Niantic, a waterfront village of the town of East Lyme, is lazy in the best sense of the word. While many once-quiet beach communities have been taken over by tackiness and slick commercialism, Niantic remains a relaxing throw-back.
Most attractions are concentrated in a walkable stretch of Main Street (Route 156); others are just a few minutes’ drive away. And it manages, remarkably, to appeal to pretty much everyone: stroll around for a few minutes and you’ll see groups of teenagers, families with small kids, couples, and people enjoying their solitude.
Niantic beaches, like T-shirts, come in small, medium, and large. At the small end is Hole-in-the-Wall Beach, tucked between a stone jetty and a grassy park (more on that below). It is also the Western terminus of the Niantic Bay Boardwalk. The Boardwalk runs parallel to the train tracks, with a view of the Bay and Long Island Sound. A number of benches face the water. You’re fully connected to the outside world here, between the Millstone Power Station and passing Amtrak trains, yet the walkway feels sheltered and calm.
McCook Point Park, of which Hole-in-the-Wall Beach is technically a part, is a roughly 20-acre park with walking trails, picnic tables, a playground, and shady trees. Its high bluff provides a view across the Sound to Orient Point on Long Island. At the bottom of the hill is McCook Point Beach, with a decent-sized swath of white sand and convenient parking lot.
And then there is the expansive Rocky Neck State Park, where hiking trails wind through the salt marsh, and you can grill and picnic by the waterfront beneath a dramatic stone Pavilion. The complex geology of the Park is unavoidable; even the casual observer can’t help but be impressed by the ancient stone outcrops. There are restrooms and a concession building nearby, but the beach itself is unspoiled: just a boardwalk, a curved stretch of smooth sand, and calm blue water meeting blue sky in the distance.
Another uniquely Niantic way to while away your hours is to visit the Book Barn. This used-book store is really three bookstores, at least. There’s the centrally located Book Barn Downtown, where you’ll find classics, cookbooks, and many other categories. Nearby is the Midtown store, which includes, but is certainly not limited to, a children’s room. Up the road is the original location, where books are housed in, yes, a large barn, but also in tents, miniature houses, and other structures that have to be seen to be fully appreciated. While searching for a novel or some nonfiction on any imaginable topic, you’ll find the store’s approachable cats and goats, and scores of other creatures - not living but full of personality nonetheless - planted in the grass or perched up a tree. Kids can roam the property, amusing themselves with unexpected playthings or just discovering the winding paths that lead from guidebooks to thrillers to poetry.
The Book Barn doesn’t only sell used books, they buy them too. For a bag full of titles you’ve outgrown you’ll get cash or credit, and if you can’t spend it all in one visit, you’ll just have to come back another time. Good thing there are other leisurely diversions nearby, to make it worth the trip.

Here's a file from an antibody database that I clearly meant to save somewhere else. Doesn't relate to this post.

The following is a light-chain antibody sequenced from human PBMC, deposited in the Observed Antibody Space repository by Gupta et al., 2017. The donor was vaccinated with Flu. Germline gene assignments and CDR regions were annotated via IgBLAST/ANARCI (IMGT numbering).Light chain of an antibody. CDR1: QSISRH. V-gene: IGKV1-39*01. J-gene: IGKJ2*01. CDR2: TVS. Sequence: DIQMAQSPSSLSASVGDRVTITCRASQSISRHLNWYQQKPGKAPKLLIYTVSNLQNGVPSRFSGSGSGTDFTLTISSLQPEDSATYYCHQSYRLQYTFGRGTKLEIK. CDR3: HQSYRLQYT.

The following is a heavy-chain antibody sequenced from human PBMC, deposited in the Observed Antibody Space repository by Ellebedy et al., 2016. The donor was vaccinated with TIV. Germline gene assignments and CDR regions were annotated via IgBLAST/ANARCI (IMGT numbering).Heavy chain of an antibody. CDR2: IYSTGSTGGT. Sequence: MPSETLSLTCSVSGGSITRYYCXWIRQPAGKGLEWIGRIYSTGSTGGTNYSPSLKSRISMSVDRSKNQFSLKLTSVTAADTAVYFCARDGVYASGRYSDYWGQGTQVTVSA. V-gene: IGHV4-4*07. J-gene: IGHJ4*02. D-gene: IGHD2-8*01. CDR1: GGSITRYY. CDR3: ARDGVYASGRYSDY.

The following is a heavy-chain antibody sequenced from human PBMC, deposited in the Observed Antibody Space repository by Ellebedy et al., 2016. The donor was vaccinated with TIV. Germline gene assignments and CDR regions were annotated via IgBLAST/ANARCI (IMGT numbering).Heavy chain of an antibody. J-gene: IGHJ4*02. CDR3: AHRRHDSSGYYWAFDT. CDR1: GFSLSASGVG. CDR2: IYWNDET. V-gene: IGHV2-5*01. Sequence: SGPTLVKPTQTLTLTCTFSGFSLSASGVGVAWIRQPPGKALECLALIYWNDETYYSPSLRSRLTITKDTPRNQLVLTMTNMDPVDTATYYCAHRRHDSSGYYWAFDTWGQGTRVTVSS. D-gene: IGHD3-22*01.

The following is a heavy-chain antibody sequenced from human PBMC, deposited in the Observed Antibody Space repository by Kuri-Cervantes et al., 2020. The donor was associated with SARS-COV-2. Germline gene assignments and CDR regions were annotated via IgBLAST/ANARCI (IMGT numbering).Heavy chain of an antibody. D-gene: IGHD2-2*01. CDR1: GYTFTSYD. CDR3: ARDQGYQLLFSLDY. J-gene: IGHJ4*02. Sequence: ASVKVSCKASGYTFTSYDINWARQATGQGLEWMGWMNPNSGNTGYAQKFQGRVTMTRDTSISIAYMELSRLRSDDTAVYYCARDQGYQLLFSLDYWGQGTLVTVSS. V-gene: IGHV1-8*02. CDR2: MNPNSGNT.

If you go:
Parking lot on Baptist Lane. From Memorial Day to Labor Day, passes (available at the parking lot or the Parks and Recreation Department on Society Road) are required. For more information see this page or call 860-739-5828.
At the time of this writing, the Eastern half of the boardwalk is closed for construction of the railroad bridge. The Western half is open. The Eastern terminus is at Cini Park, under the drawbridge. Although this entrance is currently closed, the parking lot is open, as is the small park with a view of the Bay. From Cini Park a walkway provides a pleasant link to downtown.
McCook Point Park
From Main Street (Route 156) take Columbus Avenue to Atlantic Street to reach the parking lot. Day passes, required between memorial and Labor Day, can be purchased at Hole-in-the-Wall Beach or the town Parks and Recreation Department on Society Road. For details, see this page or call 860-739-5828.
Rocky Neck State Park
Located off Route 156, west of downtown Niantic. Weekends and holidays, residents $13, non-residents $22; after 4pm residents $6, non-residents $7. Weekdays, residents $9, non-residents $15, after 4pm residents $6, non-residents $7. Details can be found here, or call 860-424-3200 or 866-287-2757.
The Book Barn
Main Barn, 41 West Main Street. Downtown store, 269 Main Street. “Midtown” store, 291 Main Street. Open daily 9am – 9pm. For more information about selling your used books and the different locations, see their website.
Should reading and beach-going leave you with a few hours to spare, there are many other stress-free ways of entertaining yourself in Niantic. The compact downtown area offers a small, independent movie theatre and a variety of authentically beachy restaurants and shops.